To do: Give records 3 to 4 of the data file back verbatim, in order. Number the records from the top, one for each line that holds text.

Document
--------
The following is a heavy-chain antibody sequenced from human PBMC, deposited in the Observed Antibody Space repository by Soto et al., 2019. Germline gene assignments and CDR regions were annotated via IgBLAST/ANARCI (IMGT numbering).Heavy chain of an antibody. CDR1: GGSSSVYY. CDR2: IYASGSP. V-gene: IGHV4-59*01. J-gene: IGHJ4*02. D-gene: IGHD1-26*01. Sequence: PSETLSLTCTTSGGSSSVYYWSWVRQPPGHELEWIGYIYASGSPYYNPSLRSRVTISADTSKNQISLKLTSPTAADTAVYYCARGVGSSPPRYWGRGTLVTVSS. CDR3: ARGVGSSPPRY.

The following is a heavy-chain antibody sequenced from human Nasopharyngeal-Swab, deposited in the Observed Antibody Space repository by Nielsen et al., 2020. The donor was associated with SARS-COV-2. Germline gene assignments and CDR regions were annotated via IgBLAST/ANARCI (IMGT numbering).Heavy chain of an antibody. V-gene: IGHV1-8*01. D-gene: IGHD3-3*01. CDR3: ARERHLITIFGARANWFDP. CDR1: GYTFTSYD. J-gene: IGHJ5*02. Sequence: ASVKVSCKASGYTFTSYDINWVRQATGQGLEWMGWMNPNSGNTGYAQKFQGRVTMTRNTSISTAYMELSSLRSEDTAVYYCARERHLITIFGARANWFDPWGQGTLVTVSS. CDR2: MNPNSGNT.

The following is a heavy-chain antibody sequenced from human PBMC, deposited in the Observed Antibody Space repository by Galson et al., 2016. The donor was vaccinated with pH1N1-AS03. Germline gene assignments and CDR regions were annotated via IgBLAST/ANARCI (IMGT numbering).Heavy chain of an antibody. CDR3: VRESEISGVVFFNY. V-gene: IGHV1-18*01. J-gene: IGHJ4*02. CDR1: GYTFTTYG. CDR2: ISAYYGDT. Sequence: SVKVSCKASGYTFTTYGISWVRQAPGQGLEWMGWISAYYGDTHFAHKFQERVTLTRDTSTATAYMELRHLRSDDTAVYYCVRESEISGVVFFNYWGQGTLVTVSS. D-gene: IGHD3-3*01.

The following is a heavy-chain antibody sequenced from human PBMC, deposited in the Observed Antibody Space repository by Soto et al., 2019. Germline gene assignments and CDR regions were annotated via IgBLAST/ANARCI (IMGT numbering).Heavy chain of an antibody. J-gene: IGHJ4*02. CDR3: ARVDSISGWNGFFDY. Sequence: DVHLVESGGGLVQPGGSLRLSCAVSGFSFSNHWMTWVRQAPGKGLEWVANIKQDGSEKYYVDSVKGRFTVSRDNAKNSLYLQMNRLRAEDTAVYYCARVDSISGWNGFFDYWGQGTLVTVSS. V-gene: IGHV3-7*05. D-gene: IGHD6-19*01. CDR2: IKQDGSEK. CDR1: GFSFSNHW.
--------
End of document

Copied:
The following is a heavy-chain antibody sequenced from human PBMC, deposited in the Observed Antibody Space repository by Galson et al., 2016. The donor was vaccinated with pH1N1-AS03. Germline gene assignments and CDR regions were annotated via IgBLAST/ANARCI (IMGT numbering).Heavy chain of an antibody. CDR3: VRESEISGVVFFNY. V-gene: IGHV1-18*01. J-gene: IGHJ4*02. CDR1: GYTFTTYG. CDR2: ISAYYGDT. Sequence: SVKVSCKASGYTFTTYGISWVRQAPGQGLEWMGWISAYYGDTHFAHKFQERVTLTRDTSTATAYMELRHLRSDDTAVYYCVRESEISGVVFFNYWGQGTLVTVSS. D-gene: IGHD3-3*01.

The following is a heavy-chain antibody sequenced from human PBMC, deposited in the Observed Antibody Space repository by Soto et al., 2019. Germline gene assignments and CDR regions were annotated via IgBLAST/ANARCI (IMGT numbering).Heavy chain of an antibody. J-gene: IGHJ4*02. CDR3: ARVDSISGWNGFFDY. Sequence: DVHLVESGGGLVQPGGSLRLSCAVSGFSFSNHWMTWVRQAPGKGLEWVANIKQDGSEKYYVDSVKGRFTVSRDNAKNSLYLQMNRLRAEDTAVYYCARVDSISGWNGFFDYWGQGTLVTVSS. V-gene: IGHV3-7*05. D-gene: IGHD6-19*01. CDR2: IKQDGSEK. CDR1: GFSFSNHW.